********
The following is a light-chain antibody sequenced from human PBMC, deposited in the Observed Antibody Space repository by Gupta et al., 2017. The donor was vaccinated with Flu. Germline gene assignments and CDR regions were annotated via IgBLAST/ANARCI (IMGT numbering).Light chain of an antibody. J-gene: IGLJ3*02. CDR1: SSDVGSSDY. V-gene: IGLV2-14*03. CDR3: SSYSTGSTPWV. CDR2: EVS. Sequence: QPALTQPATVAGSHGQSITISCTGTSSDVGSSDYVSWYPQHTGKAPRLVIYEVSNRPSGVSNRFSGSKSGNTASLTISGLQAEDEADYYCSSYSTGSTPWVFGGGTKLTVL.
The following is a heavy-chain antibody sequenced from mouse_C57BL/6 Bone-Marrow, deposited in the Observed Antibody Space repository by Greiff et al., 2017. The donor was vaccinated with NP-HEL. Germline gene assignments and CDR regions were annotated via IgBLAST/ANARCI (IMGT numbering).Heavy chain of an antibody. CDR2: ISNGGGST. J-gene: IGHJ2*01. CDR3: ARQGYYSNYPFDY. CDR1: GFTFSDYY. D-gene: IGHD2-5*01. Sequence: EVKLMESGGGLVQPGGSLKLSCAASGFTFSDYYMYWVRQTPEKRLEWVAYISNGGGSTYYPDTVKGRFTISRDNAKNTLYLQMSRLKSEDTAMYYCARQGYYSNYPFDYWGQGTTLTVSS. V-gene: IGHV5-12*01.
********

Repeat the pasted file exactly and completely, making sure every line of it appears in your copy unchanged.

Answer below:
The following is a light-chain antibody sequenced from human PBMC, deposited in the Observed Antibody Space repository by Gupta et al., 2017. The donor was vaccinated with Flu. Germline gene assignments and CDR regions were annotated via IgBLAST/ANARCI (IMGT numbering).Light chain of an antibody. J-gene: IGLJ3*02. CDR1: SSDVGSSDY. V-gene: IGLV2-14*03. CDR3: SSYSTGSTPWV. CDR2: EVS. Sequence: QPALTQPATVAGSHGQSITISCTGTSSDVGSSDYVSWYPQHTGKAPRLVIYEVSNRPSGVSNRFSGSKSGNTASLTISGLQAEDEADYYCSSYSTGSTPWVFGGGTKLTVL.
The following is a heavy-chain antibody sequenced from mouse_C57BL/6 Bone-Marrow, deposited in the Observed Antibody Space repository by Greiff et al., 2017. The donor was vaccinated with NP-HEL. Germline gene assignments and CDR regions were annotated via IgBLAST/ANARCI (IMGT numbering).Heavy chain of an antibody. CDR2: ISNGGGST. J-gene: IGHJ2*01. CDR3: ARQGYYSNYPFDY. CDR1: GFTFSDYY. D-gene: IGHD2-5*01. Sequence: EVKLMESGGGLVQPGGSLKLSCAASGFTFSDYYMYWVRQTPEKRLEWVAYISNGGGSTYYPDTVKGRFTISRDNAKNTLYLQMSRLKSEDTAMYYCARQGYYSNYPFDYWGQGTTLTVSS. V-gene: IGHV5-12*01.